It’s difficult to imagine the US, or the UK (soon to be in need of a post-Brexit EU data transfer agreement) modifying laws to ameliorate the pervasive surveillance programmes and policies revealed by Edward Snowden. Those disclosures, and the failure of the US to offer the greater transparency required in the EU, fundamentally shaped the judges’ response in both Schrems cases.

Last week I noted that this decision doesn’t just invalidate a single treaty, but surveillance capitalism itself. And it does so, not just because companies are going to be stuck without any way to move most data to the US, where Silicon Valley remains the data-devouring centre of the internet universe. The decision also invalidates adtech.

Surveillance capitalism is underpinned by the value of our commoditised, collected, collated and analysed data, sold in marketing databases, gathered and shared internally by data giants across their own multiple-market platforms and properties, and externally to third parties. Your data, sifted and sorted into minute categories, is also traded in microsecond auctions between huge advertising entities in order to instantly serve you a specific targeted ad in the eyeblink between when a web page’s cookies know it’s you, and that page’s many parts congeal on the screen.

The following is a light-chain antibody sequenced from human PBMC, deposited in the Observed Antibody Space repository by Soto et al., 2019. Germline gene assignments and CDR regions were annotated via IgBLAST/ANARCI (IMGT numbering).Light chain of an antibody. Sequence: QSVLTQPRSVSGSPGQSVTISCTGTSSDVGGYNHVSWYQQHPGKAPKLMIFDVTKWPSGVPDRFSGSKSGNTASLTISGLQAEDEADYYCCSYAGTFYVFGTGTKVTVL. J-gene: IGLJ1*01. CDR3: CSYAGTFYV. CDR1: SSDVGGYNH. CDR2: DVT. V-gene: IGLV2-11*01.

What appears to you as just another ad – maybe eerily related to something you might have searched for or purchased recently – is the fleeting end result of these vast adtech data-gathering and marketing machinations.

Transatlantic data transfers

And, as I noted last week, these juicy databases with infinite detail about you, are why surveillance capitalism is so closely coupled to state surveillance.

Many have argued the EU’s General Data Protection Regulation should have put paid to much of how the conjoined adtech and online industries operate. It should have removed the data of 700 million EU residents from the machine, just as it should have removed our data from most transatlantic data transfers.